The game was as epic as a Lord of the Rings movie–and this, coming from an LOTR superfan–but it was like the climax lasted the entire duration. Movie producers would dismiss a script like that because it would be too unbelievable. When the game went into an extra 10th inning because of a tie, and then when there was a rain delay–even nature was adding to the drama–that was the breaking point for some people. For the Cubs, though, it was the moment of truth–Jason Heyward, outstanding outfielder for the team this year, gave a rallying speech to the Cubs that they could break the tie, break the curses, that not all was lost.

Speaking of Lord of the Rings, it reminded me of another rallying speech:

Image result for aragorn speech gif       Image result for aragorn speech courage of men

Indeed, after that rain delay, the Cubs pulled it together to achieve a final score of 8-7. To say the crowds went WILD is an understatement. It’s no wonder that the celebration is still going strong–“Go Cubs!” has replaced “Hello” around here, and “Go, Cubs, Go,” is the anthem of every place music might be played, from my own band’s performance to our hospital’s black-tie fundraising gala. Fans–of the Cubs, of Chicago, of the underdog story–want to acknowledge this moment of unity, perseverance, and reward of faith invested, breaths held for over a century. Our fandom only increases as we learn how the players are using their fame to give back to fans, including Anthony Rizzo’s foundation for cancer research he started after beating it himself. These aren’t just good players; they’re good people. These are heroes for America’s kids that we can be proud of. That goes for the Cleveland Indians, too–I was really impressed with the civility and kindness between the opposing teams. Now that’s a lesson we could carry with us!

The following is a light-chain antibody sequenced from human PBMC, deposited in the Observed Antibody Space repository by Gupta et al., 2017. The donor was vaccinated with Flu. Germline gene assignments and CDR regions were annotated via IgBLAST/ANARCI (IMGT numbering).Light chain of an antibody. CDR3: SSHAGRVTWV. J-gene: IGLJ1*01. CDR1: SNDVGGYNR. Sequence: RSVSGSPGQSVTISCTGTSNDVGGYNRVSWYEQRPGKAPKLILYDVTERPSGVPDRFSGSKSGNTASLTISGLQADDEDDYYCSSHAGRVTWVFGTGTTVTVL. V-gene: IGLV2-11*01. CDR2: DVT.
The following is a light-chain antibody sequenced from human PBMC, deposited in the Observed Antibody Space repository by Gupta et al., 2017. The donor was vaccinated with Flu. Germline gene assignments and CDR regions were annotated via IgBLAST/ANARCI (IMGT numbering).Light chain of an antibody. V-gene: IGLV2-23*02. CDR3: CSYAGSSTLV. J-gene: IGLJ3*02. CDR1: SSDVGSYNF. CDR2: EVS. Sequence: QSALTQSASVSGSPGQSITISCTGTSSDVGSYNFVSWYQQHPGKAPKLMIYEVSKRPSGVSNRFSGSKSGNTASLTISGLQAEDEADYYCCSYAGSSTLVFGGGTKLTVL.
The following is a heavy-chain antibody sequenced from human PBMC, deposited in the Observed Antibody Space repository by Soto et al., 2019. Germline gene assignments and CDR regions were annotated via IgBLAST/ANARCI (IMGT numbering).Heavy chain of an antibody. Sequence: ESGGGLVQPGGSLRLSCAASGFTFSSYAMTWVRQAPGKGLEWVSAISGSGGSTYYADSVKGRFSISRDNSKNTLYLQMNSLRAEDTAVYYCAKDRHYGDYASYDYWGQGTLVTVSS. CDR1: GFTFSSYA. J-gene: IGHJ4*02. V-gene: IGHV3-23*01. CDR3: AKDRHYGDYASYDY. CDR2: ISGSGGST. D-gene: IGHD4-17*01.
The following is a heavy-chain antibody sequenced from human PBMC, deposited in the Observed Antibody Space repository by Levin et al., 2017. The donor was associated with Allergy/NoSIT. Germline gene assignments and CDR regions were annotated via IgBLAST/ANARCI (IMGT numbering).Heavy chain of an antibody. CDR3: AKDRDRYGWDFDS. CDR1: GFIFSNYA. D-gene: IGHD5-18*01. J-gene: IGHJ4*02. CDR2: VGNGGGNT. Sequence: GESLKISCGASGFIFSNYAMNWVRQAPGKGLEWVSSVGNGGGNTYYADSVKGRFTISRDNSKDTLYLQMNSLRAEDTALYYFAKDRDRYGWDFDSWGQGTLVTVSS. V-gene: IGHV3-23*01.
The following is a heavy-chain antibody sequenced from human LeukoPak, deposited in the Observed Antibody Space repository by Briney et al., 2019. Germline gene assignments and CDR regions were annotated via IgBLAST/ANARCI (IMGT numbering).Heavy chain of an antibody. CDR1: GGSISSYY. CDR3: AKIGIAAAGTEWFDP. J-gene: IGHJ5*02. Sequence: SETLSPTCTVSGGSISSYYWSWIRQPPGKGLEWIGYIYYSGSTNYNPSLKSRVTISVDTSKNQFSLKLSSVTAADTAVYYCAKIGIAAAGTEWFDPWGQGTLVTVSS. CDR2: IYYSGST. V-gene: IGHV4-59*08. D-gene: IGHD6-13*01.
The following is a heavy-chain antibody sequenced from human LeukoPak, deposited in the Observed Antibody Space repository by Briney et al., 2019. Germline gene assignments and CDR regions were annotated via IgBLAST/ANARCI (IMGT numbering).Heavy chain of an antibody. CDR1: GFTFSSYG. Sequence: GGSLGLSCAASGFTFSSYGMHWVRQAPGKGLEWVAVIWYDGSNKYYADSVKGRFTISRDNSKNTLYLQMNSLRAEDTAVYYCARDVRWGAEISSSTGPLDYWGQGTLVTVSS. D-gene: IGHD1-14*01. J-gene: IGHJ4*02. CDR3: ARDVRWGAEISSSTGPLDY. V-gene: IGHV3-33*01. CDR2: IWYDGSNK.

Thank you, Cubs, for bringing us such a happy moment in history–something we could really use right now, especially in Chicago. Here’s to hoping we can carry this optimism and camaraderie with us beyond baseball. And even though 108 might be my new favorite number, here’s to hoping for another thrilling win in 2017.


Drawing by my very talented sister

Go, Cubs, Go: What Baseball Means to Me–and Chicago

It was a loud, proud night in Chicagoland Saturday night. Fireworks and cheers erupted over the region, and the closer you were to the epicenter–Wrigley Field, that is–the more you could feel the roar of excitement, relief, and pride. That pride rippled around the world, as I saw posts from some of my friends in different countries, struggling to find an internet connection to add their own voice to the cheering. Every local television channel switched to broadcast the news: the Cubs won the National League champions pennant, marking the first time they’d be in the World Series since 1945!

Image result for cubs world series

Are you wondering what blog you’re reading right now–when did I become a sports fan, right? In a way, you could say this year; in a way, you could say my whole life. I’ve become more invested in the Cubs this year, partially because of the community. One of my friends, Grace, had a playoff game playing at her birthday party, and while we were all there for her (she is wonderful), and while we enjoyed the made-from-scratch food, it was the game that caused the excitement that brought us closer together. I’ve become keenly aware of the game schedule, too, as the bass player in the string band I’m in is unequivocally not available for practice or performance on any game days (and it would be unthinkable to perform without our crucial Billy on bass!).

While I’m not much of a sports fan in general, I’ve always been a baseball fan, to some extent. Our family has gone to baseball games together since I was little (though my early Cubs memories mostly revolve around Cracker Jack and Lemon Chills). Now, we try to attend Kane County Cougars games at least once a summer.

Always the highlight of our summer–great family bonding time at Cougars games! My dad found this helmet for me in my favorite color so I can safely attend post-TBI–have to protect the noggin from foul balls and homers. 😉